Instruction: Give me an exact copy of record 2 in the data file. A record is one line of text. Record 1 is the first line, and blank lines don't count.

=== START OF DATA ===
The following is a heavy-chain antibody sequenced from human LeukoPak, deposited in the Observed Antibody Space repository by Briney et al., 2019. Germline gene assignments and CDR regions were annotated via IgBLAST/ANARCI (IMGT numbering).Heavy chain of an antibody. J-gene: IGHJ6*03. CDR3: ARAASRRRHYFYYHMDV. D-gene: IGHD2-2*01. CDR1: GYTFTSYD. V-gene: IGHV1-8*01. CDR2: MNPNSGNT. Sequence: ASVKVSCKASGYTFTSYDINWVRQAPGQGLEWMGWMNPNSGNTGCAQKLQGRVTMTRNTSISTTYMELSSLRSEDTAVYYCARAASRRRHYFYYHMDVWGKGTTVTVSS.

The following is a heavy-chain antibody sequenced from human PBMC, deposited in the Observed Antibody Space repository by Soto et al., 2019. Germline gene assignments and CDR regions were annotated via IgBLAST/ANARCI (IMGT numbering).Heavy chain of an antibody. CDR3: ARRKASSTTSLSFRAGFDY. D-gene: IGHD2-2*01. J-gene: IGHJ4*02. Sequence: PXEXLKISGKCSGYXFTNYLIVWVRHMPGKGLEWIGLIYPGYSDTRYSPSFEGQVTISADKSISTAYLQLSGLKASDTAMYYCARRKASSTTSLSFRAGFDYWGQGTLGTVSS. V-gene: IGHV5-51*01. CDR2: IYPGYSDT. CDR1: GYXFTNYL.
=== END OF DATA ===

The following is a heavy-chain antibody sequenced from human PBMC, deposited in the Observed Antibody Space repository by Soto et al., 2019. Germline gene assignments and CDR regions were annotated via IgBLAST/ANARCI (IMGT numbering).Heavy chain of an antibody. CDR3: ARRKASSTTSLSFRAGFDY. D-gene: IGHD2-2*01. J-gene: IGHJ4*02. Sequence: PXEXLKISGKCSGYXFTNYLIVWVRHMPGKGLEWIGLIYPGYSDTRYSPSFEGQVTISADKSISTAYLQLSGLKASDTAMYYCARRKASSTTSLSFRAGFDYWGQGTLGTVSS. V-gene: IGHV5-51*01. CDR2: IYPGYSDT. CDR1: GYXFTNYL.